On Accenture’s acquisition of Droga5 and the evolution of the full-stack, digitally-native agency. A lot can be said for the evolution of the early-stage CMO. It’s now common to spot data-driven, b-school graduates employed at early-stage retailers. Just five years ago – chief marketing roles were typically reserved for sales-minded creatives. This shift may be influenced by the position’s updated responsibilities; in earlier years, these responsibilities would resemble more of a CEO or CFO’s stake within the company.
These priorities include: cost accounting, personnel accounting, attribution sciences, and applications of Six Sigma principles: define, measure, analyze, design and verify. Equipped with paid marketing budgets and a creative director on staff, the traditional CMO is more data-driven than ever. In a early-stage meeting with a DTC retail CMO, I asked what his priority was over the next 6-12 months:
Paid, for now. It’s measurable.
This pivot towards the data-driven marketing approach is not without consequence; blind spots can develop. Modern CMOs are more likely to focus on shorter-term, tactile decisions at the cost of the brand-building strategies that may lead to better long-term outcomes. If there isn’t an ROA or an ROI assigned to the opportunity, it is rarely justified in the DTC era. As the adage goes, what can’t be measure cannot be improved. Droga5 founder David Droga suggests that this approach to marketing is incomplete at best. Here’s a recent quote by Droga:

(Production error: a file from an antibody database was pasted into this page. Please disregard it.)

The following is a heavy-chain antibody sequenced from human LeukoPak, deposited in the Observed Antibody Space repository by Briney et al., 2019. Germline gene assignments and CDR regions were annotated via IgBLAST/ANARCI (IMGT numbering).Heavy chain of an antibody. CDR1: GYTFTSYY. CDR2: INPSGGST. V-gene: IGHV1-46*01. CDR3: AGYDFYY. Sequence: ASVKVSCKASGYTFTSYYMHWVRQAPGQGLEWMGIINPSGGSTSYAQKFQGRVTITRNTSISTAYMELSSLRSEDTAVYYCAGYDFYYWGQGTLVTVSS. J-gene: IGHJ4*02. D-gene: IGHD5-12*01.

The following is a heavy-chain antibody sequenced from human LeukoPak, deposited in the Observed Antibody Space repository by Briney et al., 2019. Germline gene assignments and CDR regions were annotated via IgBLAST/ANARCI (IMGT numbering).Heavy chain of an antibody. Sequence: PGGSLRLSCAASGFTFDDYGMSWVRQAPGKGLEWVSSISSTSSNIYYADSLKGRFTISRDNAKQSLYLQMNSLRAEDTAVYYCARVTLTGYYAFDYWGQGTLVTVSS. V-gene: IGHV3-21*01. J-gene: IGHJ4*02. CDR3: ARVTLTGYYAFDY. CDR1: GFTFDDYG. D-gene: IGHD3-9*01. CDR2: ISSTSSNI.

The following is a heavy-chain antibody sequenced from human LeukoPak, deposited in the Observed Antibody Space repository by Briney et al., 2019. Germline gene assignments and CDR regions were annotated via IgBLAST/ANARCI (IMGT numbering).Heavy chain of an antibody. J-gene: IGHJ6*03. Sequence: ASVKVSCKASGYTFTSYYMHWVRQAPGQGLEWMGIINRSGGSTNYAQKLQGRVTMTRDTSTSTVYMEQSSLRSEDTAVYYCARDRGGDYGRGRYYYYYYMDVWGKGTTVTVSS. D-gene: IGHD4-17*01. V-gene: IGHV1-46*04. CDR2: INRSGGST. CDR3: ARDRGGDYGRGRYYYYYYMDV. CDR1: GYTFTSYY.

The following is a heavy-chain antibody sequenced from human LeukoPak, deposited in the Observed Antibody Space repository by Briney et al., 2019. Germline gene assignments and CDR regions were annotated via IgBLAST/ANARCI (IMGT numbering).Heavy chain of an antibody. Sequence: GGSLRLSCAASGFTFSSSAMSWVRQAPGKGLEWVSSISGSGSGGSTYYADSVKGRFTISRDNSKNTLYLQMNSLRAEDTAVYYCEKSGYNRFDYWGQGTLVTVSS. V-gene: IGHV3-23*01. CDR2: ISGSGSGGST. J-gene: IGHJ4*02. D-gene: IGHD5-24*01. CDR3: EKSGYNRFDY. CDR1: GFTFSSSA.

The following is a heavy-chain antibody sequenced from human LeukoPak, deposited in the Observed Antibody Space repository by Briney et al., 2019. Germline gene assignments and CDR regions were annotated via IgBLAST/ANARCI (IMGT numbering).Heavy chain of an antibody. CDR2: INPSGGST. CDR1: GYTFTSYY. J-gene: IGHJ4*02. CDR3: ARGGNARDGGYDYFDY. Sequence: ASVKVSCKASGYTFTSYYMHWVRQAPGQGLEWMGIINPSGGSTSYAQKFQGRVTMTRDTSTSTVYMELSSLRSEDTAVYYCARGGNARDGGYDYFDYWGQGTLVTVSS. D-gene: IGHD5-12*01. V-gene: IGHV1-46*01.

CEOs, CMOs, and CIOs all need to be on the same page, because they all affect each other now. This isn’t a nice-to-have. I think it’s going to be crucial for any brand going forward. This is future-proofing.
On Droga5 and Accenture
Accenture. Spun-off from Arthur Anderson in 2001, Accenture serves as the leading management consulting firm that provides services to include: operations management, strategic insights, and consulting. A Global Fortune 500, the company serves clients in over 120 countries with over 250,000 employees. Accenture reported net revenues of nearly $40 billion in 2018.
Droga5. Based in New York and founded in 2006, Droga5 is an award-winning, global advertising agency with a roster of high-impact, advertising successes. William Morris Endeavor invested in Droga5 in 2013. This allowed Droga5 to combine their advertising resources with WME’s entertainment connections, allowing Droga5 to develop a cache of major advertising partners. Accenture’s acquisition suggests that the combination was a successful one, and WME reportedly profited on the Accenture acquisition. The impact of this deal is a significant moment. Fast Company explained: